Tale of the Stranger (or How I Met Selena Hawke)

Chapter 4

Turns out, Garrett Hawke is a pretty sound sleeper. I managed to wiggle out from under his body and dress, stubbing my toe at one point and swearing like a sailor, all while he continued to snore softly in his bed. I watched him for a moment, realizing that he was drooling slightly, which made me smile just a little. With his face softenend in sleep he looked like a fuzzy eight year old, mouth hanging open, one arm draped across his stomach, the other resting in the space I had recently vacated, as though searching for my lost warmth.

I skipped down to the kitchen, grabbed a couple of leftover meat pies from the pantry and went out into the Hightown morning.

Shit! It's chilly today! First stop is a clothier so I can order some appropriate stuff!

I chewed on meatpies as I wandered, watching the market stalls open for business. I think the first might have been rabbit and wasn't bad. The second was some kind of fish and that one went straight into the hands of a mud covered little girl that was running past me. I found it disgusting, but the child gobbled it down cheerily before running off again. Soon enough I found what I was looking for- a small shop with ready made clothing in the display window, as well as a sign offering custom.

Jean-Pierre was terribly Orlesian and tutted over me for what felt like hours. But I was able to get out of there with enough clothing and undergarments to see me for a couple of weeks, as well as an order for two dresses and he had my measurements for anything else I might need. I even had a new wool cloak, dyed a deep forest green, that was warmer and more comfortable than any down-filled ski jacket I'd ever owned.

I dropped off my bundle at Hawke's -guiltily thankful that no one seemed to be there- then went off to wander the Merchant's Guild area. Dwarven statuary- as well as dwarves- filled every corner and I actually felt a little tall for once. I had noticed that this body was relatively small for a human, more on par with Merrill's height, and I had to wonder if one of my parents might have been elvehn. Not that it really mattered, of course, just a curiousity.

I wandered the square, not realizing that I had apparently begun to pilfer a few coin purses until I felt the weight of my own had becoming much heavier, at which point I figured it would be best to take my leave lest someone notice.

And there was more shopping to do!

I hit the Lowtown stalls next. I was going to need some weaponry, good ones, and I knew just where to go. Korval's Blades in Hightown was good, but expensive, and I wanted my ill-gotten booty to last. The shop had no real name, just the Weaponsmithy, but his blades were as good, or better, than Korval's. The old dwarf who ran the stall watched me for a bit, but when I was drawn to a couple of exquisite silverite blades, he smiled.

"You know blades, do ya?" he queried gruffly.

"Still learning," I answered, eyes lingering on the sheen of the fine edge. "Always learning. But I know what I like."

The dwarf barked a laugh, apparently happy with my answer. Then he bent down and pulled a long cherry wood box from beneath the table and set it before me with reverance. "Here. You'll like these even better."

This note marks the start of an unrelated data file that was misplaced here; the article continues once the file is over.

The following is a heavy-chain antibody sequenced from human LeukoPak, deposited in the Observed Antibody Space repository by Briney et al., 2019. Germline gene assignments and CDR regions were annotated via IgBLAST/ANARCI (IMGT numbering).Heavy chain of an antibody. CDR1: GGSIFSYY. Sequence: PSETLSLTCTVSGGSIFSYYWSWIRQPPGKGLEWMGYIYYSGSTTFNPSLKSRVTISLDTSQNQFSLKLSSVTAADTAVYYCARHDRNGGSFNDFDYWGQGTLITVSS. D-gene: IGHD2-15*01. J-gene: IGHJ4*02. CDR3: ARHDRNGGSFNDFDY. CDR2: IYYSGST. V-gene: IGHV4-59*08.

Inside, nestled in a bed of red velvet, were two of the most beautiful daggers I had ever seen. They were of elvehn make, sinewy and sleek, and crackled with energy. I reached out carefully, certain I was about to be zapped, but it was as if the power caressed my hand instead, happy to have found me.

"They're called Speed and Agility. Some idiot traded me for them years back, said he found them on a dead guy, but I think maybe he stole 'em,'cause he knew their names, at least in Trade. Don't know the elvish words for 'em. Looks like they got lightning runes on them somewhere but I can't find 'em to take 'em off. Keeps electrocuting my apprentices, they do."

"How much?" I asked in a hushed tone. These blades were beautiful. Even if I never learn to use them properly, they were worth the expense.

"Ten sovereigns. They're worth more, but I can't get rid of them. They keep shocking people."

I rifled through my coin purse and presented him with the gold, as well as two more for proper sheaths. Beaming at my acquisition, I wrapped my new bundle in the oil cloth the dwarf supplied and wandered off to shop some more.

My last stop was Lirene's, a sort of thrift shop that used it's profits to help Fereldan refugees with food, lodging and emergency medicine. I knew that I wanted to spend coin here, even if it was just a donation and maybe hire a couple of street kids to run errands for me and the like.

"Welcome, Serrah. How may I help you today?"

Lirene was an older woman, early forties, but with little grey in her hair and a hard eye. I liked her immediately, or course. I knew that this was the woman that helped Anders with the clinic and fed him news on Templar activity and the like.

"I'm hoping you can help me with a bow. Shortbow to start, preferable in a yew or elm, and as many arrows as I can get my hands on. And a quiver, of course, nothing fancy but in good enough shape that I won't need to replace it for a few months."

Lirene stared at me, dumbfounded for a moment, then broke out in a grin. It was like I could hear thoughts about how much coin I was about to spend and how that money could be used flitting about in her mind. "Yes! Yes, I have just the thing!" she exclaimed, hunting about on the shelves behind her, pulling out three different bows for my inspection. "I have an elm, a yew, and a whitewood. I know you didn't mention whitewood, but I thought you might at least like to see the possibility. Let me just find some catgut string so you can test the pull"

I eyed each bow in turn. The elm was out. I could make out a tiny hairline fracture near the hand grip that would split over time, and that would be disasterous in a fight. The yew was solid, but was really not much more than a practice bow. I'd get it, if only to use it on training dummies. The whitewood, though, was perfect. I didn't even need the catgut to see that it would string tightly, with a seventy to eighty pound pull that would put an arrow through most men at twenty paces or more.